Women in trade: providing critical support to women traders based in East Africa’s rural areas

The importance of women in trade
Gender equality demands that men and women are granted the same rights and opportunities across all sectors of society. Through providing equal access to education, healthcare and employment and equal representation in political and economic decision-making processes, gender equality is thus essential for social development and economic growth. Furthermore, research from the UN highlights that women tend to invest more heavily than men in the education, healthcare and nutrition of their families and communities, thereby triggering a greater social impact from female employment.
According to the UN and McKinsey Global Institute, untapping the economic potential of female entrepreneurs may add an additional US$28 trillion to global GDP by 2025; whilst investing in programs that promote economic empowerment for women may provide a return of US$7 for every US$1 spent.
Standard economic theory argues that businesses may develop more when engaging in international trade due to the opportunities to benefit from economies of scale, technological spill over and to observe global best practices.
However, women continue to face obstacles to economic participation due to cultural, financial, regulatory and information barriers.
Challenges to women in trade
As mentioned above, women face numerous obstacles to economic participation, such as trade. In Kenya, women constitute 47% of the labour force, yet only 9% of businesses are female owned. The dominance of male owned businesses is likely reflected throughout East Africa and driven by a range of cultural, financial and regulatory obstacles (amongst others), described below.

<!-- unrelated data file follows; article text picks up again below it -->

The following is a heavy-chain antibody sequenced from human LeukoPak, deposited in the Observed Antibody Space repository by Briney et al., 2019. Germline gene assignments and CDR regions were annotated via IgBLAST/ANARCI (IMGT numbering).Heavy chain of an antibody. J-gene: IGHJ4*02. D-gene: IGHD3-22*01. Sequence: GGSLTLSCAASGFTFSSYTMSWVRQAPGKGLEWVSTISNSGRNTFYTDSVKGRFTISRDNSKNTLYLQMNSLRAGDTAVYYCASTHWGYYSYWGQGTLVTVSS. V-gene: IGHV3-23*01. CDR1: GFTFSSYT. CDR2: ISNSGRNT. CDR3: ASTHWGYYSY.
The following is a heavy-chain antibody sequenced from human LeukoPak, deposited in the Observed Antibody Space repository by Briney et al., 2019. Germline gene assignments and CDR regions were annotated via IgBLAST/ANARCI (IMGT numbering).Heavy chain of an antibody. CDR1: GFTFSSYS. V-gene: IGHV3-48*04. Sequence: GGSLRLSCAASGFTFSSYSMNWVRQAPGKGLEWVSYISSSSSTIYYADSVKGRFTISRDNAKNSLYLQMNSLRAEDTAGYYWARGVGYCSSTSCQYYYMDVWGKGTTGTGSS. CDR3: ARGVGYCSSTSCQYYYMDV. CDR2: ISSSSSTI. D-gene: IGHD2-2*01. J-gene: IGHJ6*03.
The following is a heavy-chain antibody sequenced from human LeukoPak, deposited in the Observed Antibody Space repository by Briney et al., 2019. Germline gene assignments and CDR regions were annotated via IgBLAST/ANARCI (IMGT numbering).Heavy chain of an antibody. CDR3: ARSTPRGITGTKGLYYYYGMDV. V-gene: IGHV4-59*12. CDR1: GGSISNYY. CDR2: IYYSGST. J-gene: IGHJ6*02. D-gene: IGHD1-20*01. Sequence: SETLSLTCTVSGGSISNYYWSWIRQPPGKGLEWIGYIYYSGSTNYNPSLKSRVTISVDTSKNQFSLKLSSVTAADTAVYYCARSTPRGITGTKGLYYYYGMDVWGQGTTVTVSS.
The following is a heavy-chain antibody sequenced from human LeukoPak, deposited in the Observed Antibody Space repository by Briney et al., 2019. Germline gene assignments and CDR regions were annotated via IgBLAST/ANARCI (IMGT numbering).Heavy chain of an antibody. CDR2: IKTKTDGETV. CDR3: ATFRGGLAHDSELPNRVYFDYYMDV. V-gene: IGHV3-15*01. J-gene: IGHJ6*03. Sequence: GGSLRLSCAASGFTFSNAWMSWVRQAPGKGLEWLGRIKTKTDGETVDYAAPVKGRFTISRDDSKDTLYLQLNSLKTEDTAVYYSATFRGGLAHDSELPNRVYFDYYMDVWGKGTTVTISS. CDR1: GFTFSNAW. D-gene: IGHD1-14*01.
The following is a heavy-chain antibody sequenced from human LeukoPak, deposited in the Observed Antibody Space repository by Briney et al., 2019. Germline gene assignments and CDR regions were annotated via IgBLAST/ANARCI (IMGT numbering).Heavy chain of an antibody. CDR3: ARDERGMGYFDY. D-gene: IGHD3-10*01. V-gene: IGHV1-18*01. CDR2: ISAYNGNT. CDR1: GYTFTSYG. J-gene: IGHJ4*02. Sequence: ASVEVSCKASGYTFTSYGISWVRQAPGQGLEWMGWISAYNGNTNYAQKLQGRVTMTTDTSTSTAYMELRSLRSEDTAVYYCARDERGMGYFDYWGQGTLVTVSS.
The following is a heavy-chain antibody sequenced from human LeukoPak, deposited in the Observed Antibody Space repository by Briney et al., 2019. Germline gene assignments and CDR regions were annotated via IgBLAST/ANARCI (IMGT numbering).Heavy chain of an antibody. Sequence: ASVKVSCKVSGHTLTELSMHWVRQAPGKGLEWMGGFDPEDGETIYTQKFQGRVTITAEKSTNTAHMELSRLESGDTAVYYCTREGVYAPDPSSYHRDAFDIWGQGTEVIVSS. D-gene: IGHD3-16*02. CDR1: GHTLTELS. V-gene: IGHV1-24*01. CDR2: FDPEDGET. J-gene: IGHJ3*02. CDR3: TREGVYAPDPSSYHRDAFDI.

East African culture has long favoured men, who are more likely to be the voice of the family, to be heirs and to own land. Naturally, such a cultural bias tends to edge women out of prominent positions in business, or from being entrepreneurs.
Throughout East Africa, women suffer lesser access to formal financial products than men, however the gender imbalance has steadily fallen over recent years, particularly following the introduction of mobile money around 2013 in most East African Countries. With the exception of Uganda (where financial exclusion has gender parity at 15% of the population), financial exclusion is greater for women in East Africa (figure 1). In Kenya, 53% of those excluded from all aspects of the financial sector are women, in Tanzania this figure is 55% and in Rwanda this figure is 59%.

Figure 1: Female access to finance


Source: FINSCOPE Kenya (2013), Rwanda (2016), Tanzania (2013) and Uganda (2013)

* For Tanzania, data is only available for women who are financially excluded.
However, the biggest difference lies in the form of financial inclusion attained. Men in East Africa are much more likely to own a formal bank account, whilst women are much more likely to use informal means to access finance.
One reason why women struggle to obtain formal financing is that female led businesses tend to be smaller and are more likely to operate in the informal sector. In Kenya again, of the 9% of businesses that are led by women, only 3% of large businesses are female led, compared to 15% of small businesses. Informal firms are unable to access formal finance altogether, but are also stifled in so much as they are prevented from bidding for public procurement contracts and from engaging in global trade chains. Of the smaller firms operating in the formal sector, their size may limit their available collateral and may be perceived as more risky by commercial banks. Given commercial bank’s relatively risk adverse behavior, they are likely to offer smaller loan values at higher interest rates to small female-run firms.
Finally, there are also regulatory barriers that affect women engaging in economic activities. For example, in Kenya and Uganda women do not have equal inheritance laws. A man’s property (recall that property is much more likely to be male owned, even if used by the family) will prioritise his male heirs over his wife or daughters (even if they are elder) upon his death. Thus women risk losing their assets and collateral upon the death of their husband or father, which may also dissuade commercial banks from offering formal finance channels.